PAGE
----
At this point we call attention to a fact whose full significance will appear later in this discussion. The typical modern Christian with an evangelical experience reading the above summary will have two feelings. The theology of the Old Orthodoxy will greatly appeal to him; on the other hand, its conception of the Bible and of religious authority will appear quite impossible. He will feel that he could never accept it.

Turning now to present-day currents of thought, what is the situation which we discover? Again, for the sake of clearness, let us make a distinction : Modernity has a certain conception of the Bible and of religious authority ; and modernity has certain clearly defined tendencies as to the contents of its view of Christianity and of life.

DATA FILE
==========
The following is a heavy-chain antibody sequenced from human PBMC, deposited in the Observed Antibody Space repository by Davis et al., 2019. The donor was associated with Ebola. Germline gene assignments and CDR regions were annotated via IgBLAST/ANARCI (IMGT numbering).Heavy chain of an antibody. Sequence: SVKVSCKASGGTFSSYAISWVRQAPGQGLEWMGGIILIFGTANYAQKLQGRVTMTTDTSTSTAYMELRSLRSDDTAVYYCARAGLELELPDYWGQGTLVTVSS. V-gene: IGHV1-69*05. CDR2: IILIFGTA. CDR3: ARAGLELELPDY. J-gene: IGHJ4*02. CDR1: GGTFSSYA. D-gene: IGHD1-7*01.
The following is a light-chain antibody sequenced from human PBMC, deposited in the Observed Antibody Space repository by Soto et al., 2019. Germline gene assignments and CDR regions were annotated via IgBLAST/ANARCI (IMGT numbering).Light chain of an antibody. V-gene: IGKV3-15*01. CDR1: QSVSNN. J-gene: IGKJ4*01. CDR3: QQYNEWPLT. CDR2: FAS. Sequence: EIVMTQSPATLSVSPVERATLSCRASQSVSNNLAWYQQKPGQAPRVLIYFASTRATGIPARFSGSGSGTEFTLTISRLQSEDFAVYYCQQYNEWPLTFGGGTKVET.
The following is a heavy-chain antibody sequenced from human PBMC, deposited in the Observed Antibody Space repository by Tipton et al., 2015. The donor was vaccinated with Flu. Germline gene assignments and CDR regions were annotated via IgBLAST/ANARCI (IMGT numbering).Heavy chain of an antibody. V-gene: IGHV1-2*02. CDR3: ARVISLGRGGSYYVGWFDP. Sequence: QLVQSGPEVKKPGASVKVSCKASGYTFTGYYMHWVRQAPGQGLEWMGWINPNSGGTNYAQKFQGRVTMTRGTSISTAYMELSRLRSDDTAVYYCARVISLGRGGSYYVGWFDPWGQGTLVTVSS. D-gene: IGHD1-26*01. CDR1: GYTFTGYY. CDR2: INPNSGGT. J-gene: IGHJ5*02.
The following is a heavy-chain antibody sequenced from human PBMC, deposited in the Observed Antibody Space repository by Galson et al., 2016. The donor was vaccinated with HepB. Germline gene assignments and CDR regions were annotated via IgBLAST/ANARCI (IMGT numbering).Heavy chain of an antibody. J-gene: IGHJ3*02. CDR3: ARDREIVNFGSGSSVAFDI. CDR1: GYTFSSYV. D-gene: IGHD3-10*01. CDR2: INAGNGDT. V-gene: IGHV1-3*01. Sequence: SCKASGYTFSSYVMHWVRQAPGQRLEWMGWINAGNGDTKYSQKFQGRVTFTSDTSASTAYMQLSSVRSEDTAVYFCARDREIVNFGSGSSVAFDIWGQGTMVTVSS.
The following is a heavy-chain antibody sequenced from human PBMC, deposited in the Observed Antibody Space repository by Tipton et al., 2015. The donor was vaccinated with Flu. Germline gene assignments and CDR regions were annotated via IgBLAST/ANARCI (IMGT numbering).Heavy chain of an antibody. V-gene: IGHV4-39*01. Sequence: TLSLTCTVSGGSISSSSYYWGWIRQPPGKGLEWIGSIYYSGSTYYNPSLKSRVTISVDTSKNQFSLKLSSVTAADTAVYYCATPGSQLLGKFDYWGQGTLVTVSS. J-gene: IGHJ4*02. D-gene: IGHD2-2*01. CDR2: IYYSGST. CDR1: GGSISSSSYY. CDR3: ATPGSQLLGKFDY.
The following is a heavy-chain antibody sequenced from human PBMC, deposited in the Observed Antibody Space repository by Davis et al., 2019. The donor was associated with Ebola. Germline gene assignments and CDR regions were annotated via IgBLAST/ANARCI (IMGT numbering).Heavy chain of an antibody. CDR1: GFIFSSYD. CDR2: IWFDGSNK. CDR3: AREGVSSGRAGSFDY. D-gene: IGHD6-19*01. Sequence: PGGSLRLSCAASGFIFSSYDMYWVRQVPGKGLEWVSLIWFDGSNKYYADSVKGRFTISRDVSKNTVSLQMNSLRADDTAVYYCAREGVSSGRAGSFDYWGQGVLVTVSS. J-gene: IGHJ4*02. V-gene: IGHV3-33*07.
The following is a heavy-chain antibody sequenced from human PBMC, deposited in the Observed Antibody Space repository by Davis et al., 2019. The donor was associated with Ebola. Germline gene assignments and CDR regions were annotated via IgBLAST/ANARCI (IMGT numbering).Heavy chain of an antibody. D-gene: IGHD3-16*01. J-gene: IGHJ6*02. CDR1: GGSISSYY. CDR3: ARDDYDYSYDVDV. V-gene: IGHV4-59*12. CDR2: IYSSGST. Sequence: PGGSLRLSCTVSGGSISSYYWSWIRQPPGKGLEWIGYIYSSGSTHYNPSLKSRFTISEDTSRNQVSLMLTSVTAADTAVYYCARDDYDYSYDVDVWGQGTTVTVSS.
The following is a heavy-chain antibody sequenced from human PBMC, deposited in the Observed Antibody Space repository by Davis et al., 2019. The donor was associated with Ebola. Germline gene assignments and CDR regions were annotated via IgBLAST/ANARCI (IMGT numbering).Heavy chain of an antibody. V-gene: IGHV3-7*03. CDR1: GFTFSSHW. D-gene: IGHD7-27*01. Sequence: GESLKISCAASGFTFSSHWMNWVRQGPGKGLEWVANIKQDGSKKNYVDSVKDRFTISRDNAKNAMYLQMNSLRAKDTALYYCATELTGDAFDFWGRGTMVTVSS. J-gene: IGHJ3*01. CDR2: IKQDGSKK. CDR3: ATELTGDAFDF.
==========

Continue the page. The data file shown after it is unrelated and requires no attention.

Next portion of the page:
As to the Bible, the modern note is struck in the words of Coleridge, "The Bible finds me." The note of emphasis in the modern conception of the Bible is its vitality. Here is a book which treats life so profoundly that the serious-minded man simply must take account of it. The moral loftiness, the amazing intellectual penetration, the spiritual cogency of the Bible forces it upon our attention. Its inner quality is such that we cannot make light of it. The book is the expression of the thought of a large number of different men. lt reflects the outlook upon life of different periods, and even of different civilizations. To understand it in any adequate fashion you must be a patient student of history; and in quoting it you must carefully bear in mind not only the context in the book from which you quote, but also that larger context which is the environment of the writer of the book or the speaker of the words. There is a great human element in the book which must never be lost sight of. But, while all this is true, it is also true that no other literature rises to such heights. It bears the stamp of the divine upon it. The moral passion of the prophets, the spiritual insight of Hebrew poetry, the white and winning and majestic life of Jesus, the whole wonderful New Testament utterance, with its moral energy and spiritual power all these speak in a language unshared by other books. They lift the Bible into a unique place. They make it proper to speak of the Bible as the Book of God. Corresponding to this conception of the Bible is a certain conception of religious authority. The authoritative is the vital. That which compels a man's mind, masters his conscience, and energizes his will has a kind of authenticity which is more commanding than any mere technical correctness or verbal inerrancy. The Bible has this high commanding vitality. It may contain mistakes. It does contain mistakes. Certain parts of the Bible may reflect the thought of people on the way to the truth rather than the thought of people who have arrived at the truth. This, indeed, we must affirm of the Bible. Even New Testament writers may not always see all the implications of the great principles they are enunciating. Even they may sometimes be limited, rather than helped, by the thought forms in which they must utter their message. But when all this is frankly and fully admitted it remains true that the Bible is alone among books in its power to rouse the conscience. It is alone among books in the loftiness of its conception of God. It has a solitary splendor in the morally creative quality of its message. It authenticates itself as the bearer of God's own message to men by its perennial seizure of man's mind and conscience and heart; its perpetual energizing of the human will; its unabated power to bring to men a message which is morally creative. When all mechanical protections have been cast aside, when all merely formal defenses have been repudiated, the Bible stands forth strong in its inherent qualities and vindicates its authority as a vital guide to the heart of God and to the doing of God's will.